March 2014

Leveraging the Power of Conflict (Part IV of IV)

by Academy Leadership

Establishing a Win/Win Environment

As mentioned earlier, perhaps the most important competency you need to demonstrate in conflict situations is your ability to establish a win/win environment. This requires involving all parties fully in the negotiations, effective listening, and a degree of compromise. You need to lead the negotiations and encourage the development of alternatives that can satisfy all parties concerned. Effective leaders stay focused on goals and objectives with the belief that optimum outcomes can be achieved only when individuals and teams pull together to pursue common aims.

Establishing a win/win environment begins with having this mindset and ensuring that all others involved in the conflict have it as well. Participants must perceive that each can achieve what they desire. This attitude starts to develop when the focus is on interests rather than positions. Win/win negotiations also require a positive attitude oriented on finding a mutually satisfying agreement. The following suggestions should be helpful in reaching the objective of finding win/win solutions:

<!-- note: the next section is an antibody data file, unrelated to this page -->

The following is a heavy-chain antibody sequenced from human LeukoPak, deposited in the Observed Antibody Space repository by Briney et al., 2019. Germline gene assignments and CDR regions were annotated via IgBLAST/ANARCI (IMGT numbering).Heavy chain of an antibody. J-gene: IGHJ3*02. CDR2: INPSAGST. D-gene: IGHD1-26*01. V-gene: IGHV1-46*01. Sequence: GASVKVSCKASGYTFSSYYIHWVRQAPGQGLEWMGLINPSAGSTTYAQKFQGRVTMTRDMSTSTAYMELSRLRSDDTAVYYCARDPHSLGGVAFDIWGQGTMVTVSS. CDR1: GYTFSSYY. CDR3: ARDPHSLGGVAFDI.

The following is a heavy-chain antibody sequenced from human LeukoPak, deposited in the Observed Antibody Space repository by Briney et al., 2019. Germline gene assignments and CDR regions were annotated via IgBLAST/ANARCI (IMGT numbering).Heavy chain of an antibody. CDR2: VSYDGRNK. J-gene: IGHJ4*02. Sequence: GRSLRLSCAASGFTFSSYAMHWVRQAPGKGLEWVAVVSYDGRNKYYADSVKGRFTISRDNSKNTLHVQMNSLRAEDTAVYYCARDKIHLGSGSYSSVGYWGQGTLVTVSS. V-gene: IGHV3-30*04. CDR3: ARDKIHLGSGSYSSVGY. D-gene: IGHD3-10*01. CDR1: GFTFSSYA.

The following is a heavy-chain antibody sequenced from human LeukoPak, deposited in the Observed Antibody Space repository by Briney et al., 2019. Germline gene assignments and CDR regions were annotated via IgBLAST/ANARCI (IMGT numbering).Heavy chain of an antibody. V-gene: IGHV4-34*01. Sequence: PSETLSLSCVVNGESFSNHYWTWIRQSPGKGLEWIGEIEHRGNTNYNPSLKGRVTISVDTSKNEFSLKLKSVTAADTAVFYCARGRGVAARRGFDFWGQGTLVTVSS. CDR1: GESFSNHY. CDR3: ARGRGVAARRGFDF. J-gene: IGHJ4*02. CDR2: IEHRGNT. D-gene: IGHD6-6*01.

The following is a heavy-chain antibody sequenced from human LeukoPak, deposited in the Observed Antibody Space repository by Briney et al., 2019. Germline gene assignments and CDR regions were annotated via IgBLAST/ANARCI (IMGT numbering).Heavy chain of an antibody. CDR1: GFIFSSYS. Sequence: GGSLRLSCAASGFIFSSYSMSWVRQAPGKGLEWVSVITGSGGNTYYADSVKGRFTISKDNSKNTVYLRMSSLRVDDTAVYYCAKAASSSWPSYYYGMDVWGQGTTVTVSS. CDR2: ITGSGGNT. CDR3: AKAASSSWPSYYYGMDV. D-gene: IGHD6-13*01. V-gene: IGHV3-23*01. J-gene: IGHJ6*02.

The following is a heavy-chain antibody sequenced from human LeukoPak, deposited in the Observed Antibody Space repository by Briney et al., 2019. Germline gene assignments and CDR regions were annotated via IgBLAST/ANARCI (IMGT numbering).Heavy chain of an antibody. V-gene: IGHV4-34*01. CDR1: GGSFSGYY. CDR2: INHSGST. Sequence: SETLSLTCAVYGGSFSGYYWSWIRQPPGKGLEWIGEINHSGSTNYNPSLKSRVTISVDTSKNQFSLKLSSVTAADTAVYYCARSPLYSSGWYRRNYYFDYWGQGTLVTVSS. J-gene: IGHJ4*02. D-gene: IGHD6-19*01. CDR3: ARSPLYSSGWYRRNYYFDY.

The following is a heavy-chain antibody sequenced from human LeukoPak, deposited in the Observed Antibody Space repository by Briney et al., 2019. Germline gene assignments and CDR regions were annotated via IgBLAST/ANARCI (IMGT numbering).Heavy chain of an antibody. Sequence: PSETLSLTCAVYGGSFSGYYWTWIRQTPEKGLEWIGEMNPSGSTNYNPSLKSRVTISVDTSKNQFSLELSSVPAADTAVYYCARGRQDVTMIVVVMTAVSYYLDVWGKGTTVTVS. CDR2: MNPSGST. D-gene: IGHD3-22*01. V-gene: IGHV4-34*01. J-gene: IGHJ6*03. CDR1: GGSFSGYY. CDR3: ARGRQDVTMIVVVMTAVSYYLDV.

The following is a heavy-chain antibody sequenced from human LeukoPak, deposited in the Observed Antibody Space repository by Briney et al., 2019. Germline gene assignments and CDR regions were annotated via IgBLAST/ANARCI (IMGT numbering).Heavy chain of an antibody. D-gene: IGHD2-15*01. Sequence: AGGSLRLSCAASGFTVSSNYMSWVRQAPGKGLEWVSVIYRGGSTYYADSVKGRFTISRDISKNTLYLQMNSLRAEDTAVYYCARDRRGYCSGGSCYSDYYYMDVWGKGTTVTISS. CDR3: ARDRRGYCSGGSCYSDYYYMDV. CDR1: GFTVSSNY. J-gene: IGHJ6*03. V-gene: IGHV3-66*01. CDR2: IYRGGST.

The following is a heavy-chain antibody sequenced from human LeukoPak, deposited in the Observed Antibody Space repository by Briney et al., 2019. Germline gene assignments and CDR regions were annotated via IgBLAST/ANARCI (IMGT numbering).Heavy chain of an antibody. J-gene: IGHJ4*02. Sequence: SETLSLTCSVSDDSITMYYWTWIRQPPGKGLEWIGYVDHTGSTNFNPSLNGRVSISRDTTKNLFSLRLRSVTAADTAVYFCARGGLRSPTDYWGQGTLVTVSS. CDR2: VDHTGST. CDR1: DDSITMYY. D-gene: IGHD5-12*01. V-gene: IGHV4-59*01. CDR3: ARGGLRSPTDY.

When all sides of the conflict are open to winning on some points and compromising or losing on others, they are more likely to buy into a solution they can accept and support. On the other hand, when a clear winner and a clear loser emerge from a negotiation session, hard feelings are likely to result. The loser may undermine the agreed-upon course of action, ensuring that no one wins in the long run. Unfortunately, it is naïve to assume that everyone who talks about win/win solutions is actually committed to playing that way. There will be times when at least one party is playing a negotiation game as if it were win/lose, while putting up an agreeable win/win facade.

When you suspect you may be dealing with such a case, you may feel as though you must protect yourself. But that approach can lead you to act defensively, which only reinforces the very win/lose dynamic you intend to counteract. When faced with such situations, try some of the following suggestions:

Mimizing Chronic, Recurrent Conflict

In the course of resolving a conflict, members of opposing sides can respond in one of three ways. They may: